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The IRS is Looking for These Audit Red Flags this Tax Season

Filing taxes can be complicated, but a simple mistake or a slight exaggeration could warrant an audit from the Internal Revenue Service.

Here’s how someone is chosen for an audit: An IRS software program may randomly select the taxpayer and compare the return to other similar returns to detect any anomalies, or the taxpayer in question may be linked to a family member or business partner who is being audited.

The IRS can audit returns up to three years old. Inaccuracies could lead to penalty charges: 20% of the disallowed amount for filing an “erroneous claim for a refund or credit,” the IRS stated, or $5,000 if the tax return was deemed “frivolous,” where there isn’t enough information to assess correct or incorrect information.

In more serious cases, taxpayers could also be brought to trial and face criminal charges of tax evasion or fraud.

And now for the good news: The IRS audited less than 1% of returns in 2017, and that number was expected to be lower last year, said Joy Taylor, a tax expert at personal finance site Kiplinger. (The most recent IRS data is from 2017). Does that mean you should be carefree about filing? Absolutely not. Here are red flags tax experts say you should avoid:

Turning into the most generous person in America

One of the most common reasons for an audit is when the taxpayer is taking higher-than-average deductions in relation to his income. This can come from various types of deductions: Charitable contributions, real estate interest or student loans interest.

The IRS has a sense of what’s a fair amount of deductions based on income brackets, Taylor said, and if someone blows past that threshold, it could lead to an audit. If someone earned $120,000 and claimed $50,000 of charitable contributions, they’d smell a rat.

If you are that generous, have the proof ready in case of an audit. Many legitimate charities give receipts to donors, so keep them safely stored.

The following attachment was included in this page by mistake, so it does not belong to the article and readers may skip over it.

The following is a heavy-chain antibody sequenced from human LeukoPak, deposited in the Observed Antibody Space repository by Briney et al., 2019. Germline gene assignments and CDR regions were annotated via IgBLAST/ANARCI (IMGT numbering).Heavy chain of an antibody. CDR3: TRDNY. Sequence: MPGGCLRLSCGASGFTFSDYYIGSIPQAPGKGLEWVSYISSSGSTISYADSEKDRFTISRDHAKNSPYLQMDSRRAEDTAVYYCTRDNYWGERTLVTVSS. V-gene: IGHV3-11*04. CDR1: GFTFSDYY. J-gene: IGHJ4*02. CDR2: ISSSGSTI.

IRS: Don’t Be Victim to a ‘Ghost’ Tax Return Preparer

 

Today, towards the end of the second full week of the 2019 tax filing season, the Internal Revenue Service warned taxpayers to avoid unethical tax return preparers, known as ghost preparers.

By law, anyone who is paid to prepare or assist in preparing federal tax returns must have a valid 2019 Preparer Tax Identification Number, or PTIN. Paid preparers must sign the return and include their PTIN.

But ‘ghost’ preparers do not sign the return. Instead, they print the return and tell the taxpayer to sign and mail it to the IRS. Or, for e-filed returns, they prepare but refuse to digitally sign it as the paid preparer.  

Partnership or Limited Liability Company (LLC) Agreements 

You should be aware of and review your agreements with your attorney to ensure it addresses the significant changes to the partnership audit regime that will generally apply to partnership/LLC tax returns filed for the 2018 tax year and later years. These changes include, but are not limited to the following:

  • Replacement of a “tax matters partner” with a “partnership representative”,
  • Current partners being held responsible for tax liabilities of prior partners,
  • The partnership being held responsible for remittance of additional tax rather than individual partners being taxed,
  • Numerous elections or opt-outs that the “partnership representative” may make.

10 Things You Can't Deduct From Your Taxes Anymore

A new tax landscape

The Tax Cuts and Jobs Act of 2017 drastically changed the United States' tax code. This new law will affect every income tax return filed from 2018 to 2025 (when the individual provisions of the Act are scheduled to expire).

Scroll down 10 items that you can no longer deduct from your taxes. All but one of them will start to apply once you file a 1040 in 2019.

1. Personal exemptions

You can no longer claim a deduction for yourself, your spouse or any of your dependents. Each personal exemption in 2017 provided a $4,050 tax deduction. For example, a family of four could deduct a total of $16,200 in addition to a standard deduction, itemized deductions and any adjustments to income. The loss of this deduction greatly minimizes the tax benefit of the increased standard deduction. To make up for the loss of this deduction, the child tax credit for qualifying children under the age of 17 has been increased by $1,000 and made available to more taxpayers. Additionally, there is a new $500 credit for all other dependents, though there is no credit for the taxpayer and spouse.

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